I will be bringing back the Browns film room series later this week, but I had to do a quick review of Ray Horton’s defense. Specifically, I wanted to know when and how many defenders rushed the quarterback.
Re-watching every pass attempt, I noted the number of rushers and tried to make notes on who got pressure on the quarterback and what the down and distance was. Would there be any patterns? Yes, but not necessarily the kind you would hope for.
Let me first explain my method. I went through each pass attempt and counted the number of players that appeared to be rushing the quarterback. I say appeared because a few times during the game the inside linebackers are tough to read. If there is a running back in the backfield, there is sometimes a little song and dance that goes on. Both the inside backer and the running back may be getting their key off of each other, meaning that if the back runs a pattern the linebacker has him in coverage. The opposite would also be true, meaning that if a linebacker blitzes, the back has to pick up the extra man.
In the example above, D’Qwell Jackson is crowding the line of scrimmage showing blitz. Now, players do this all the time and may or may not actually rush. If the LB rushes in at the snap, as D’Qwell does on this play, I counted them among the rushers. If there is a pause, and the inside backer (or outside depending on the scheme) appeared to me to be reacting to the running back, I did not count them as a rusher. Obviously, without knowing the play call this will never be 100% accurate.
So what did I find? Here are the totals.
As you would expect, the Browns brought four or five rushers the majority of the time. Typically, these four or five players were the down lineman and one or two of the outside linebackers. When the Browns are in their nickel package, they generally only have two defensive linemen in the game. Several times in that situation LB Paul Kruger would put his hand on the ground to rush the QB from the outside. When he does that, is he technically a defensive end? It doesn’t really matter for the sake of this study.
The Browns recorded four sacks in the game. Desmond Bryant had a pair of sacks, Paul Kruger had one and Quentin Groves had one. So that’s two sacks from outside linebackers and two from a defensive lineman. You may be interested to know that all four of these sacks came on plays where the Browns only brought four rushers.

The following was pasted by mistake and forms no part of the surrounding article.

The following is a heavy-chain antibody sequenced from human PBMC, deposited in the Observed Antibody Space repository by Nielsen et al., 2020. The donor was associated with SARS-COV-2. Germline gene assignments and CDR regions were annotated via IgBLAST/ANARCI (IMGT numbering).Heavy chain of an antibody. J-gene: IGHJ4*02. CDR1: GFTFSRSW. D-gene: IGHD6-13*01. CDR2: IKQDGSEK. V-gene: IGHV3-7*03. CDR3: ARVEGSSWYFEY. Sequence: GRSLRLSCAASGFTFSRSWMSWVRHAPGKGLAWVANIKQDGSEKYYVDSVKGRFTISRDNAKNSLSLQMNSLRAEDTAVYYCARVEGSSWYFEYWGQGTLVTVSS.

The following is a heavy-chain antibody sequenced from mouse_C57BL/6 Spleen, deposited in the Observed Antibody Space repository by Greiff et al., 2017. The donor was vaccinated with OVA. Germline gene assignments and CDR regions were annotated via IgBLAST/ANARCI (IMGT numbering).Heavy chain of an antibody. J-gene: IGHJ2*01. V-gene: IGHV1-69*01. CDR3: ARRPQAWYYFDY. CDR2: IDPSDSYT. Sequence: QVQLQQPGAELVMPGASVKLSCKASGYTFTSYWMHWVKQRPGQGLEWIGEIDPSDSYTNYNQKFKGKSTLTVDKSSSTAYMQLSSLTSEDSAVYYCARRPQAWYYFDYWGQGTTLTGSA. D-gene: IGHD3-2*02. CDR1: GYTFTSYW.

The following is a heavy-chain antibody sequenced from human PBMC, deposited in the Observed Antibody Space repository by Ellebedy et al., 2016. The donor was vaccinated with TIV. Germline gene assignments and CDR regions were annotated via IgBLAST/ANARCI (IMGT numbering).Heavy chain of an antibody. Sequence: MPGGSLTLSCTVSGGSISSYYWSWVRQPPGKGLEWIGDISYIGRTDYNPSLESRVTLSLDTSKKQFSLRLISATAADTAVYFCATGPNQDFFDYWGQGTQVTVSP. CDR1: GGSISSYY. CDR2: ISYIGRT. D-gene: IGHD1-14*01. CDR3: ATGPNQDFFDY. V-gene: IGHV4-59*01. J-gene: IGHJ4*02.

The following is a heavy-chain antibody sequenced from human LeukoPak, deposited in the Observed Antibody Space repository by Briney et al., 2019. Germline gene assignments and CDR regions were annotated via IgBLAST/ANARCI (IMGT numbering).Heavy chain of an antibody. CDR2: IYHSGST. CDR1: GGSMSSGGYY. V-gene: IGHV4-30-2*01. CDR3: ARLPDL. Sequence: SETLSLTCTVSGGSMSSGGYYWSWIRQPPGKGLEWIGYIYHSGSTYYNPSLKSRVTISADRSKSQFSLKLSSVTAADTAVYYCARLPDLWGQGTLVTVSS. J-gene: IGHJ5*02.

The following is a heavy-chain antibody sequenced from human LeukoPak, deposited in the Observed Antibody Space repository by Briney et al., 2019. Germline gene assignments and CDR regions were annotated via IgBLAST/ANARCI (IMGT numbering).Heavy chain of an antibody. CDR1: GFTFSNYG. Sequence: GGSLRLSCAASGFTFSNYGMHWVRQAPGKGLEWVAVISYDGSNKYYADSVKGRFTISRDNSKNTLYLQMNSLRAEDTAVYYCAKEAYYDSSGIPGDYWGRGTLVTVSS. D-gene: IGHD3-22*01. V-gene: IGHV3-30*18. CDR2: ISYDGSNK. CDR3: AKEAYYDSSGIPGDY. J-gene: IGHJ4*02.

In addition to the four sacks, the Browns were credited with seven quarterback hits. Four of those came from Desmond Bryant. Groves and Kruger each had one and D’Qwell Jackson was credited with the other. The majority of the quarterback hits were when the Browns rushed five players. Jackson got significant pressure on at least two plays, and both of those were plays that the Browns brought five.
The Dolphins passed 14 times on first and ten. Ray Horton mixed up his rush pretty well on first down. A couple of times they rushed 3, almost an even split of four and five rushers and once they brought six.
Here are two very telling stats. Five of the six times that the Browns brought six rushers, the Dolphins made a play for a first down. In other words, 83% of the time the Browns brought max pressure, Miami got the pass off and moved the chains. The other result was an incompletion. The one time they brought seven rushers, Miami also completed a pass for a first down.
Here’s the second stat. On third down and short, and I considered 4 yards and under to be short, the Dolphins had five pass attempts. All five times they completed the pass for a first down. Three of those were against six man rushes.
For the game, the Dolphins were 8-of-16 on third down.
On third and long, the Browns faced eight pass attempts. They brought three rushers once, resulting in a QB pressure and an incompletion. Three times they brought four rushers. The results were a sack, a QB knockdown and incompletion, and another incomplete pass. They brought five rushers twice, surrendering one first down. Once they brought six, which Miami converted and once they brought seven, which Miami also converted.
Now, it would be very easy to look at these numbers and jump to the conclusion that the Browns shouldn’t ever bring more than five rushers. A few thoughts on this. First is a matter of sample size. One game is not enough to conclude anything. When the Browns do bring extra pass rushers, they need to be able to cover receivers tightly right off the line. Tannehill was getting rid of the ball very quickly against these blitzes, as any good quarterback will.
This points back to defensive back play, and specifically Buster Skrine and Chris Owens who were targeted 20 times by Ryan Tannehill, 10 times each. Owens allowed nine receptions for 89 yards, and Skrine allowed six receptions for 76 yards and a touchdown.
Overall, the team has to function together. When the play calls for more rushers, the defensive backs have to do a better job early in coverage. When the Browns only bring four or fewer rushers, those players need to beat their man occasionally and get pressure on the quarterback.